Most Consumer Survey Respondents Say They Waste ‘Less than the Average American’
Last month the results from a unique consumer-focused food waste survey were released. The study was conducted in 2014 with research funded by the Johns Hopkins Center for a Livable Future. As far as the researchers know, it’s the first nationally representative consumer-focused U.S. food waste survey of its kind.
The survey asked a series of questions including how “aware” consumers are about wasted foods, what shapes their behavior, and what motivates them. Also, of particular interest to our readers in the foodservice industry, respondents were also asked what changes they would support in the retail and restaurant industry to help prevent wasted food.
Here are a few highlights from the survey results that I found to be particularly interesting (you can read the full study here):
Three-quarters of respondents said they discard less food than the average American.When asked to estimate how much food they personally discard, 13% reported that they did not discard any food with 56% estimating that they discarded 10% of their food. We know from studies of consumer food waste that the average amount discarded by U.S. families is 25%. In this survey, only 10% of respondents estimated discarding 30% or more. So it’s safe to say that most are under-estimating their waste—where do you think you fall?
When asked about what motivates them to reduce waste, the leading responses were saving money and setting a good example for children. Concern for the environment ranked last.This is a very interesting finding, suggesting that campaigns and messages targeted at reducing wasted foods should focus on pocketbooks and setting a good example, rather than helping to combat the negative effects of GHG emissions. It is unclear why this ranked last, but it could be because as individuals we perceive ourselves as small fish in a huge ocean, unable to really impact an issue that’s so massive. Of course, we know this isn't accurate: there’s much we can do as individuals.
42% of respondents indicated that they had seen or heard information in the last year about wasted food. 16% of respondents had sought out information about how to reduce food waste.Overall, many respondents felt that they were knowledgeable about food waste, with 24% describing themselves as “very knowledgeable” and 38% saying they were “fairly knowledgeable.” This tells us that people are hearing the message—a very good thing. Many people are more educated and informed about food waste, so consumer-focused messaging in foodservice should take this into consideration.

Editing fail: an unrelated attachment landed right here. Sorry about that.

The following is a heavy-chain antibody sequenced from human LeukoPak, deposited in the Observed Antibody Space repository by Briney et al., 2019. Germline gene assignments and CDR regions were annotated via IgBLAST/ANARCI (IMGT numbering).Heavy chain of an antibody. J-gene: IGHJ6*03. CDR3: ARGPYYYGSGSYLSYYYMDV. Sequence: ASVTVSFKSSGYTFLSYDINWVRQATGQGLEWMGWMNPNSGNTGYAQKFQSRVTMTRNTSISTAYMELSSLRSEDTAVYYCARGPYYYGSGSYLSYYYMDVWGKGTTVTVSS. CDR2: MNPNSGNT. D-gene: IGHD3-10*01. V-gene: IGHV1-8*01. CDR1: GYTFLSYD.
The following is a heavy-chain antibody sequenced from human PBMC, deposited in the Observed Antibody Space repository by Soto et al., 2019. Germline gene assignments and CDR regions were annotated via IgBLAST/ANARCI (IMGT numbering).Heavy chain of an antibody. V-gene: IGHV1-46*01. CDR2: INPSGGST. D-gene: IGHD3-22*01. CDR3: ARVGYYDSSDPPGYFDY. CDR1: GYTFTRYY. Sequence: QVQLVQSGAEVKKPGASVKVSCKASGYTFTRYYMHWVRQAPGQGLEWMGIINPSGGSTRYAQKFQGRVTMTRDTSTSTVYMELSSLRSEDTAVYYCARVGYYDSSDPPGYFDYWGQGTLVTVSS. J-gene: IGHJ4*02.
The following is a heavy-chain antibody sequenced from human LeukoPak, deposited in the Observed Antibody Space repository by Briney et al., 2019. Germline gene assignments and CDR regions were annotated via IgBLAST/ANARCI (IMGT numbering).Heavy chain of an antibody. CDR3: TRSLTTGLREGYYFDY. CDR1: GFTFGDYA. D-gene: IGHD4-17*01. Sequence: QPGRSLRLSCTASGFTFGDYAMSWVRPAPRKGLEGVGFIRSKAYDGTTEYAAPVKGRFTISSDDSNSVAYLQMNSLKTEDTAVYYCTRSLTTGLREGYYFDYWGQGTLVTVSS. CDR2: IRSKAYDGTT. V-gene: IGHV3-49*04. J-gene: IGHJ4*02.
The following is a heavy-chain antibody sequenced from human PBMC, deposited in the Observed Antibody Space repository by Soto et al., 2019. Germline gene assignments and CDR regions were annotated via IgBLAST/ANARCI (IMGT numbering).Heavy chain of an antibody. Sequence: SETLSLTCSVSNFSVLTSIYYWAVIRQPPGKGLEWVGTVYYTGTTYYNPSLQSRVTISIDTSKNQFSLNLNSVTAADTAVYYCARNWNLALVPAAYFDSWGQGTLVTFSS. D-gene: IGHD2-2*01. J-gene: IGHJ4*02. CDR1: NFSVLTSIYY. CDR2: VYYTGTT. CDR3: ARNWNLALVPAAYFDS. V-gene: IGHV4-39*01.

When making decisions about whether to discard food, 39% of respondents pay attention to the “use by” date while 22% use the “sell by” date as an indicator.Overall, 91% of respondents pay attention to date labels. Confusion around date labels and what they actually mean is a big issue as recently highlighted in the Harvard University Sustainability report on How Confusing Food Date Labels Lead to Food Waste in America. There’s much more work to be done in this area as it related to education and regulation.
When asked how difficult it would be to significantly reduce the amount of food discarded, 43% reported that it would be “easy” or “very easy.”This data point is encouraging since consumers see the opportunity and don’t perceive it to be difficult. That’s the first step toward change. However, this does raise a puzzling question: if it’s so easy to reduce the amount of food wasted, why isn’t it happening? How can we raise motivation levels to take action?
Feedback for Restaurants
Respondents were also asked about what changes they would find acceptable for restaurants to make that would help to reduce food waste. The top response was donating excess food (73%), followed by serving smaller portions (61%), making items to order (37%) and providing smaller salad bar plates (30%).
We’ve highlighted surveys in the past that show diners increasingly care about what restaurants are doing to prevent food waste, including food donation programs and food waste prevention programs. While measurement of waste wasn’t on the list, most of our LeanPath customers report that their customers are very pleased to hear about their efforts!
So what can we learn from this survey overall? There’s still work to be done, but people are paying attention to food waste in new and greater ways. From the restaurateur’s perspective, consumers will respect your focus on wasted food as an important priority, valuing donation programs and being open-minded about smaller portions and smaller plates if introduced carefully and appropriately.